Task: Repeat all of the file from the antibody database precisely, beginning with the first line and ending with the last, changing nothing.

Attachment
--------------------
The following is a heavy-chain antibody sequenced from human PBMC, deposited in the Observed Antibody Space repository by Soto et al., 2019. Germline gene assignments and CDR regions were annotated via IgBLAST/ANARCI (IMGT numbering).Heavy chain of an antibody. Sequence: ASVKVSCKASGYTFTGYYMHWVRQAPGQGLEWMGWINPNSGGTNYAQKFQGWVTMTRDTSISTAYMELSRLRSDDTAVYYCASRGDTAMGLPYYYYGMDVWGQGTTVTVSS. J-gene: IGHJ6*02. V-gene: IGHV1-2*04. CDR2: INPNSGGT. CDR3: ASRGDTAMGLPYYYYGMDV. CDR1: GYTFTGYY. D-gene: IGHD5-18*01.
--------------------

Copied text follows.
The following is a heavy-chain antibody sequenced from human PBMC, deposited in the Observed Antibody Space repository by Soto et al., 2019. Germline gene assignments and CDR regions were annotated via IgBLAST/ANARCI (IMGT numbering).Heavy chain of an antibody. Sequence: ASVKVSCKASGYTFTGYYMHWVRQAPGQGLEWMGWINPNSGGTNYAQKFQGWVTMTRDTSISTAYMELSRLRSDDTAVYYCASRGDTAMGLPYYYYGMDVWGQGTTVTVSS. J-gene: IGHJ6*02. V-gene: IGHV1-2*04. CDR2: INPNSGGT. CDR3: ASRGDTAMGLPYYYYGMDV. CDR1: GYTFTGYY. D-gene: IGHD5-18*01.